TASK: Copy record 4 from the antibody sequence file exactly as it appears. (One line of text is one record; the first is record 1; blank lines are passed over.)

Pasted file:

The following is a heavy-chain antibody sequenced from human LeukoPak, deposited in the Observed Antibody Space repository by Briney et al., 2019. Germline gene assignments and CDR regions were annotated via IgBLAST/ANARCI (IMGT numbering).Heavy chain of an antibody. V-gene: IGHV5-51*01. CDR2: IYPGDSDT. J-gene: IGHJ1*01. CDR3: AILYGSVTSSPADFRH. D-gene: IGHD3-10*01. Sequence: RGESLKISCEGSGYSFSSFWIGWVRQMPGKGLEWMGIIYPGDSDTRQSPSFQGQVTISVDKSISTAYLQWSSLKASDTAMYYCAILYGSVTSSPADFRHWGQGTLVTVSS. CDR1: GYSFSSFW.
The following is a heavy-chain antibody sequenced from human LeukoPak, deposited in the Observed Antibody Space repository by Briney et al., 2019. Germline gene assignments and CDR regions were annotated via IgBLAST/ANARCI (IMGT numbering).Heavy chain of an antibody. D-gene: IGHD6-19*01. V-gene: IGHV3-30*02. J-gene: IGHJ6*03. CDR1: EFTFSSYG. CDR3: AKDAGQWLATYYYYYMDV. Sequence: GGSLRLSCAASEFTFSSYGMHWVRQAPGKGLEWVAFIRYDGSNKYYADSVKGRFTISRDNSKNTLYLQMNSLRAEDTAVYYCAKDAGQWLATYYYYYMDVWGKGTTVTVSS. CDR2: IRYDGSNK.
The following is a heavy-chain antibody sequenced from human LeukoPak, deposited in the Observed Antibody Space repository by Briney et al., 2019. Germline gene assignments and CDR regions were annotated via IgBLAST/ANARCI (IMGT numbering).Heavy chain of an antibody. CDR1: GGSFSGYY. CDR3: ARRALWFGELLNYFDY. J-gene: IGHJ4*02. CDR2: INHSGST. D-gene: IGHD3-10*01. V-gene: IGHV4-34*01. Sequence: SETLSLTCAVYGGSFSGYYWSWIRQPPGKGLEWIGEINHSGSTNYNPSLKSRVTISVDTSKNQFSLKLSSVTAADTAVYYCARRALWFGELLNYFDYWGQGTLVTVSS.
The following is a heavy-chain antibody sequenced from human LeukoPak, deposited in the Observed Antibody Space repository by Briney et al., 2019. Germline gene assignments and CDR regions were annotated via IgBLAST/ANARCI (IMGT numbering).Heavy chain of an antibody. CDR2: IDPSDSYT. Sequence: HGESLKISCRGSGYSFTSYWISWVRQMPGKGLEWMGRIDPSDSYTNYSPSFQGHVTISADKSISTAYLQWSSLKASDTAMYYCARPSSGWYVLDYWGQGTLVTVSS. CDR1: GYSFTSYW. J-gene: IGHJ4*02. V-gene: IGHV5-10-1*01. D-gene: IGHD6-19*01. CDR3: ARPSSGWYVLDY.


The following is a heavy-chain antibody sequenced from human LeukoPak, deposited in the Observed Antibody Space repository by Briney et al., 2019. Germline gene assignments and CDR regions were annotated via IgBLAST/ANARCI (IMGT numbering).Heavy chain of an antibody. CDR2: IDPSDSYT. Sequence: HGESLKISCRGSGYSFTSYWISWVRQMPGKGLEWMGRIDPSDSYTNYSPSFQGHVTISADKSISTAYLQWSSLKASDTAMYYCARPSSGWYVLDYWGQGTLVTVSS. CDR1: GYSFTSYW. J-gene: IGHJ4*02. V-gene: IGHV5-10-1*01. D-gene: IGHD6-19*01. CDR3: ARPSSGWYVLDY.